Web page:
Being working class and from the North I should probably be a Rugby League man, but I’m not. To be truthful I don’t really like Rugby of any ilk, I don’t even understand the rules. Yet there is something about the Six Nations that makes the hairs on the back of my neck stand up, something that provokes a greater sense of patriotism and pride than football or cricket ever can.
It’s not the sport in itself. That just consists of some running back and forth, a lot of writhing around on the floor, and the occasional break to sniff each others armpits for reasons I cannot fathom. No, what inspires me is the magnitude of the event itself, the sense of occasion. I don’t know if it’s the fans, the stadia, the rivalry, or the significance that makes it so, but for me it is the most epic of sporting occasions.
Take football’s World Cup final, or the Champions League final for that matter. Half the ground is filled by corporate freeloaders with about as much interest as a post-recession savings account. They dilute the passion and energy of the real supporters, as do the ludicrous ticketing policies. Fans are dispersed around the stadium in tiny pockets, creating an atmosphere more suited to an athletics meet than a game of football.
Rugby promotes nationalism in a positive way and the six nations is an occasion to reclaim the flag from the bigoted fascists.
These are the biggest events of the most popular team sport in the world, a sport built on rivalries, passion and togetherness. Yet it has been allowed to descend towards a glorified exhibition match for the viewing pleasure of the rich and famous, oh and a few lucky competition winners.
International rugby union still retains that genuine feel that makes great sporting events so special. Be it Murrayfield or Twickenham, Cardiff or Rome, the sentiment will be the same, one of overpowering home support. Intimidating cauldrons of boiling passion breathe life into the occasion and set the perfect scene for an epic battle.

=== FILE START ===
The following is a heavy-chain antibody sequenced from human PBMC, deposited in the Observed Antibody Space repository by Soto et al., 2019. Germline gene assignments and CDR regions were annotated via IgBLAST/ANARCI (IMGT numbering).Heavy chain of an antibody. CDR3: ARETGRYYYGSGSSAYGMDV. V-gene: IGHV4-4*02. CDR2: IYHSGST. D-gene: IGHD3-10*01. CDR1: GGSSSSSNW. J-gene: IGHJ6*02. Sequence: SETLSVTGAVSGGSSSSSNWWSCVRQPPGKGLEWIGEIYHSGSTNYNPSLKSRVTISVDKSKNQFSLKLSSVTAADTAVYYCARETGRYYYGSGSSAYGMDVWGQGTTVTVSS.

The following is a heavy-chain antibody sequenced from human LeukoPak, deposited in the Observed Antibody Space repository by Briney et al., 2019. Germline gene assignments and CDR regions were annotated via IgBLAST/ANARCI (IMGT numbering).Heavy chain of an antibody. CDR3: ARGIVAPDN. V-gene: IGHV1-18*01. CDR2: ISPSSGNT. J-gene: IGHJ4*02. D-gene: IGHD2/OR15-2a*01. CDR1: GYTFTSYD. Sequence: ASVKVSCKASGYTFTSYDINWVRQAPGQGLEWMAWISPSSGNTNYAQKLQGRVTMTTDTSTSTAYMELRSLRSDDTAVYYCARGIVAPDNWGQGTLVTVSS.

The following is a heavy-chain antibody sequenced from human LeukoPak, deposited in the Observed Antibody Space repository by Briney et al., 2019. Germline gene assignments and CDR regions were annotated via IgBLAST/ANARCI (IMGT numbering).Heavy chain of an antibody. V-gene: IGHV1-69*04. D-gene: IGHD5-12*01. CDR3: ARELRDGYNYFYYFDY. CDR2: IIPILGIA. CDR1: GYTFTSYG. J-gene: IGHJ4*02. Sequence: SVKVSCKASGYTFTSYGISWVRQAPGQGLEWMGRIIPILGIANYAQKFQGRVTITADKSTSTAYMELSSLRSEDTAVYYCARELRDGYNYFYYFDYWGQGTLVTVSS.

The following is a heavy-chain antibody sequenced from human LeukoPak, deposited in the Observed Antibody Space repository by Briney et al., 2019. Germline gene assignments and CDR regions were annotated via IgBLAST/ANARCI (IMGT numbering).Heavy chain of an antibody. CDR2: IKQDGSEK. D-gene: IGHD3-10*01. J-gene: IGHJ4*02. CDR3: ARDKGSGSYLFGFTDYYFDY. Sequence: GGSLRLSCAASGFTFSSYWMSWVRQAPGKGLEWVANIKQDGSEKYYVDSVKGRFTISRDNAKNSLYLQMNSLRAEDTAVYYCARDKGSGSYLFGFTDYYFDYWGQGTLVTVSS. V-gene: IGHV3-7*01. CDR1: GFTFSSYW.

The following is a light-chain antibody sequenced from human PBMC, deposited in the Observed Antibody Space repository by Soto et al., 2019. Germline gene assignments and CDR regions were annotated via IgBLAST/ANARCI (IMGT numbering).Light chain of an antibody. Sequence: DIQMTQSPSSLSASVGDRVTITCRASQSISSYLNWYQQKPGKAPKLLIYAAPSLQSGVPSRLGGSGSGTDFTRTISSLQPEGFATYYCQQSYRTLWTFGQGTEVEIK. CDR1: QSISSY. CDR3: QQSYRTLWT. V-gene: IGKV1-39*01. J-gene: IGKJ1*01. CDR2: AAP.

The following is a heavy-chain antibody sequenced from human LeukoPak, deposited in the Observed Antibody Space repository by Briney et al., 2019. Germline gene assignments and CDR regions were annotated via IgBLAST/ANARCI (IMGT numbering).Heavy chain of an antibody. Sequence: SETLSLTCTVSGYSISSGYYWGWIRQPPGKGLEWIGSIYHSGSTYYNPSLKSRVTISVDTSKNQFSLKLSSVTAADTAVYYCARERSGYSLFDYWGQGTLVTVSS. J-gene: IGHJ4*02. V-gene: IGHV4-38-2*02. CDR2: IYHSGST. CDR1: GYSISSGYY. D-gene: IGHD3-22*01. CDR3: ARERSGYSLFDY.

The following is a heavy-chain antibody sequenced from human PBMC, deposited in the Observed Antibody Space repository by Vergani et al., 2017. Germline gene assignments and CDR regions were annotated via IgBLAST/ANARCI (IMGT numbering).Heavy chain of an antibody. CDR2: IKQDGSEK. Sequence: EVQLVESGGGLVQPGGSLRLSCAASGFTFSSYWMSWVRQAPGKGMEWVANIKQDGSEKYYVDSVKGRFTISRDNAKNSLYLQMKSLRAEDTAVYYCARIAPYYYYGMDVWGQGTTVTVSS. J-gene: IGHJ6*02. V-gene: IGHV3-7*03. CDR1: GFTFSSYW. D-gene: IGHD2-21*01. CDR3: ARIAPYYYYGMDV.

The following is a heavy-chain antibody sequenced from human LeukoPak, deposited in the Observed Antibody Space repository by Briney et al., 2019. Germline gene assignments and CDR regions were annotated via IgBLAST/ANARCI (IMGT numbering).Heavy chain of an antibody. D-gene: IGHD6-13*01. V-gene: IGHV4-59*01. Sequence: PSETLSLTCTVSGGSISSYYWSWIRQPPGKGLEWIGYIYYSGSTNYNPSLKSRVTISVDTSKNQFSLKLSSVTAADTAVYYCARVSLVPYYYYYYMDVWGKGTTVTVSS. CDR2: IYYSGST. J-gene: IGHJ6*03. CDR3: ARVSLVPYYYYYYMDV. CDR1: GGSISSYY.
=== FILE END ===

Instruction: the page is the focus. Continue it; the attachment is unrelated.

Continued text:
And rugby union truly is an epic battle. It’s a much overused phrase in sport, a footballer is said to ‘lead his team into battle’ or a tennis star might have ‘a real battle on their hands’. Is it really a battle in the literal sense though? Mentally, technically, and even physically maybe, but I have always felt rugby comes remarkably close to resembling the real thing.
It evokes images of William Wallace, of Richard the Lionheart. The violent clashes, surging charges and the battles for ground mimic the historical events that shaped our part of the world. It’s this deep rooted history between the competing nations that gives these fixtures that edge. In other sports rivalries are less entrenched, they are more often than not born out of the sport itself. Rugby promotes nationalism in a positive way and the six nations is an occasion to reclaim the flag from the bigoted fascists.
I will spend the coming weeks enjoying the spectacle knowing full well that I will be no nearer to understanding the rules than I am now. Nor will I develop any interest whatsoever in the domestic game. But it will make me proud and that is a great feeling. I urge you to join me.
Here are a few videos to wet your appetite…
Click here for more Football and Sport stories
Click here to follow Sabotage Times on Twitter
Click here to follow Sabotage Times on Facebook